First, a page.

The term occurs in Heywood's Dialogue Contemning . with dales as the corresponding concavities adjoining these erogenous zones: 'Feed where thou wilt. along with innuendo of the vaginal gap. lit. In R&JTV. ll. Stray lower. also 554: 'foul night-waking cat. 29) is called 'Signor Montanto' (a rising thrust in fencing). All is imaginary she doth prove. 76) is 'Dismounted from your snow-white goodly steed'. apron). i. this would include lips. she knight-errant. encounter. one who has long sought favour at court marvels that the new arrival Anne Boleyn can 'have your mouth filled up Before you open it'. a member of the weasel (DSL) family. iii.. mountain In the topographical account of Venus's body ( V&A 252). V&A 595 depicts Venus's frustrated attempts to seduce Adonis: 'Now is she in the very lists of love. 88. he doth but dally While in his holdfast foot the weak mouse panteth'). Her champion mounted for the hot encounter. Graze on my lips. In H8 II. 33): 'Cat after kind good mouse hunt (for the first phrase see kind).Glossary 211 fair That he deserved the praise o'th' world. Mountain and fountain are a favourite pairing of the erotic poets. mouse-hunt fornicator. especially as they provide a rhyme. and if these hills be dry. Prouerbes (1562) I. where the pleasant fountains lie' (cf. There may be a glance at the obscene gesture of mouth-pulling (DSL) in WT FV. He will not manage her. iv. mouth vagina. on mountain or in dale. 197. ' The king (1H4 I. when a singer of bawdy songs is described making a suggestive break . iv. feed). For 'mouse' as term of endearment see pinch. See boar. The idea is contained in Luc 307 'Night-wand'ring weasels' (cf. When Tamora (Tit II. 23) dreams of raising an army 'Whose arms were moulded in their mothers' womb' to fight a crusade. iii. breasts and ultimately the mount of Venus. the implication is that she will be mounted by a black 'barbarous Moor' (trim gives 'barbarous' a sexual intonation). xi (p.. although he mount her' (cf. manage). Benedick (Ado I. mount get upon a coital partner. Capulet is said to 'have been a mouse-hunt in your time'. i. but old spelling 'Mountanto may hint at sexual mounting (cf.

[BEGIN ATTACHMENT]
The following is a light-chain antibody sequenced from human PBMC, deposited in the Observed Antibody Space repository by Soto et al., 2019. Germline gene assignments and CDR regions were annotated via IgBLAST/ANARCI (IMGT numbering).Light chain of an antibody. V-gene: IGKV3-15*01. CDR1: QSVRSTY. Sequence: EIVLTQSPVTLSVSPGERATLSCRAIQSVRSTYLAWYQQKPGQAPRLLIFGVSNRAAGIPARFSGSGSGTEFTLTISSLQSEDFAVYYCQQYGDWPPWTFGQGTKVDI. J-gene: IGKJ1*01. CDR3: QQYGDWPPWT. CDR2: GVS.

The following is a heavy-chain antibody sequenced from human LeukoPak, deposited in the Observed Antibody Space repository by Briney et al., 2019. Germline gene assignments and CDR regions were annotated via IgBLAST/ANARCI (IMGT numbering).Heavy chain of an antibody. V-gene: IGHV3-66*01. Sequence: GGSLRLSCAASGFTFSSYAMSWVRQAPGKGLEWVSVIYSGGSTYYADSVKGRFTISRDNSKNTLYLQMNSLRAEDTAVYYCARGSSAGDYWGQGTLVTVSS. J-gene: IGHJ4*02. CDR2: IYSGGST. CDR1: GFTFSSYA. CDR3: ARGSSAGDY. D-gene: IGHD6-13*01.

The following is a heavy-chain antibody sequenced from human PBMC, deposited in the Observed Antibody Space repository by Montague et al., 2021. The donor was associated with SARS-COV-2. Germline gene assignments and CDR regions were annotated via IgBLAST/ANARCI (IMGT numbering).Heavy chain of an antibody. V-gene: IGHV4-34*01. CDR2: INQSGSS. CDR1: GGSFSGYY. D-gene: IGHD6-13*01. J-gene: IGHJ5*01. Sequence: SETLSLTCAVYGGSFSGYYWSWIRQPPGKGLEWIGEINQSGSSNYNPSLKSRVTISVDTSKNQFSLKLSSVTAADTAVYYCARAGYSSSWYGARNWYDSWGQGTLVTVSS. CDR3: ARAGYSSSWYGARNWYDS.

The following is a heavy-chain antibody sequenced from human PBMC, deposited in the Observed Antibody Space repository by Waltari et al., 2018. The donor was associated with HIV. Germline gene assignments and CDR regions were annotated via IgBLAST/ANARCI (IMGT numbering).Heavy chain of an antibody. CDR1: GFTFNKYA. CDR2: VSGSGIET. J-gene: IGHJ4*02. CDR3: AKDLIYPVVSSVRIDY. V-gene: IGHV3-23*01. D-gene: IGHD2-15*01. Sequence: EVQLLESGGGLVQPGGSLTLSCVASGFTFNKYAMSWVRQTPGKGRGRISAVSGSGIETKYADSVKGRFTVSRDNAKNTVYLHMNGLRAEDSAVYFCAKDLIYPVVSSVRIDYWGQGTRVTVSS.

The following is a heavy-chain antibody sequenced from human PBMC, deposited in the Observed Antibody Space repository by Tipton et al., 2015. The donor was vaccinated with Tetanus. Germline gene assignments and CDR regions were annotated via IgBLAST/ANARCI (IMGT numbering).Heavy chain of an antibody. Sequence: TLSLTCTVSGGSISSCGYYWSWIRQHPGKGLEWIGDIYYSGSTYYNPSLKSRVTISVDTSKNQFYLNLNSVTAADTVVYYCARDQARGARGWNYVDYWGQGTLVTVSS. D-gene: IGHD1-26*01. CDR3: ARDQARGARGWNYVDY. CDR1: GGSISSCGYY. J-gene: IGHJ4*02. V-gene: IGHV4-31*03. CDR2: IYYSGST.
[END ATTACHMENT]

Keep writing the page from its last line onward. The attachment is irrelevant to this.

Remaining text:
multiply increase by procreation. good man". whereas the duke. so it is doubly appropriate that when she seeks Adonis in the hunting field (V&A 865) she 'hasteth to a myrtle grove'.212 A Glossary of Shakespeare's Sexual Language in the lyric: 'where some stretch-mouthed rascal w o u l d . cf. It is the plant of Venus. However. paint). mystery trade or service. 32 calls his 'occupation a mystery'. Tilley M1338). do me no harm. i. The word was commonly applied to coitus. salt. ' Michael Payne. sheepbiting. occupy. and perhaps to a Bridewell lacing. untroubled by church taboos. Othello (IV. . 438. Cf. 95. mean mischief and break a foul gap into the matter. When the executioner in MM IV. and your whores. ' The suggestion is aided by what follows: cf. In MMIII. draw up. is the popular combination 'laced mutton' (TGVU. ShQ 24 (1973) 272 finds a comparable use in Cleopatra's 'phallic fantasy' (II. myrtle evergreen shrub associated with death and immortality. Lucio complains that 'Claudio is condemned for untrussing'. he makes the maid to answer. your mystery'. . mutton prostitute (sexual food). eat). mow to sweep down people with the sword like grass under the scythe. I have heard say is a mystery. ii. and Hercules for the sexual role-reversal. porridge. ii. and as I draw them up I'll think them every one an Antony. But use at flesh 3 suggests rape as well as murder. sir. 32) refers to Emilia's supposed trade as a bawd as 'Your mystery. flesh 1. ll): 'I will betray Tawny-finned fishes. "Whoop. 'would eat mutton on Fridays' (cf. Probably with reference to a laced bodice. Pompey is concerned to give that of prostitution similar status: 'Painting. See nine for innuendo. See caper. do prove my occupation a mystery' (cf. using painting. being members of my occupation. v. sir. 'Erotic Irony and Polarity in A&C. . My bended hook shall pierce Their slimy jaws.